Human bites are usually caused by one person biting another, although they may result from a situation in which one person comes into contact with another person's teeth.
In a fight, for example, one person's knuckles may come into contact with another person's teeth, and if the impact breaks the skin, the injury would be considered a bite.
Human bites that break the skin, like all puncture wounds, have a high risk of infection. They also pose a risk of injury to tendons and joints.
Bites are very common among young children. Children often bite to express anger or other negative feelings.
Human bites may be more dangerous than most animal bites. There are germs in some human mouths that can cause infections that are hard to treat. If you have an infected human bite, especially on your hand, you may need to be admitted to the hospital to receive antibiotics through a vein (intravenously). In some cases, you may need surgery.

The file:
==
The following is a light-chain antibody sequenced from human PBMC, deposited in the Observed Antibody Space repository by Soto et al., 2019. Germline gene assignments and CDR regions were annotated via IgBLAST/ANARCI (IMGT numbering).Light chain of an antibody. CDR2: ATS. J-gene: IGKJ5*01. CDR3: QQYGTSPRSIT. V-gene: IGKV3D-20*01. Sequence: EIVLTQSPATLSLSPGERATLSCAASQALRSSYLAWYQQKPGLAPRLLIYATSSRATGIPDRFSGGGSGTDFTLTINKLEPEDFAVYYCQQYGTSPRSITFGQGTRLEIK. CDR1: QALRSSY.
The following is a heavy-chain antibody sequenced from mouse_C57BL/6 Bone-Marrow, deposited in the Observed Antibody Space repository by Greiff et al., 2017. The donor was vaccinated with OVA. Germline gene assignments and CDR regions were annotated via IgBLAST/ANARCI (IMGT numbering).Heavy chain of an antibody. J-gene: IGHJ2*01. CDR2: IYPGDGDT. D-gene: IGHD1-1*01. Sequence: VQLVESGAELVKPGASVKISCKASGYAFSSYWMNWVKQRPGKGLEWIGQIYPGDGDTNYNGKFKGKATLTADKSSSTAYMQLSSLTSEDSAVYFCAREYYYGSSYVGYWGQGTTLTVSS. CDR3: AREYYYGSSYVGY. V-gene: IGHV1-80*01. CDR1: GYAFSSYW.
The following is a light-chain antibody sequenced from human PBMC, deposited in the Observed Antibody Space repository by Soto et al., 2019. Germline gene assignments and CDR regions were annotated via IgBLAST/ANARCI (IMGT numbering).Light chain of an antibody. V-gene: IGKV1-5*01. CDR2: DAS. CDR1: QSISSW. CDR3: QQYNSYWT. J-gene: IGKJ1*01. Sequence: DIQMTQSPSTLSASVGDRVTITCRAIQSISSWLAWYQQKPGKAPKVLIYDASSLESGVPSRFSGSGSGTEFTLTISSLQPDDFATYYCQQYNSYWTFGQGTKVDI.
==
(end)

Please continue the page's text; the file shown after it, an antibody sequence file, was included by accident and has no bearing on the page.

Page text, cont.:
Bites may produce symptoms ranging from mild to severe:
A doctor should promptly evaluate all human bites that break the skin. Bites may be especially serious when:
Antibiotics are often given after a human bite to prevent infections.
Bites - human
Brook I. Management of human and animal bite wounds: an overview. Adv Skin Wound Care. 2005;18:197-203.
Weber EJ. Mammalian bites. In: Marx JA, Hockberger RS, Walls RM, eds. Rosen's Emergency Medicine: Concepts and Clinical Practice. 7th ed. St. Louis, Mo: Mosby; 2009:chap. 58.
Updated by: Jacob L. Heller, MD, MHA, Emergency Medicine, Virginia Mason Medical Center, Seattle, Washington. Also reviewed by David Zieve, MD, MHA, Medical Director, A.D.A.M., Inc.
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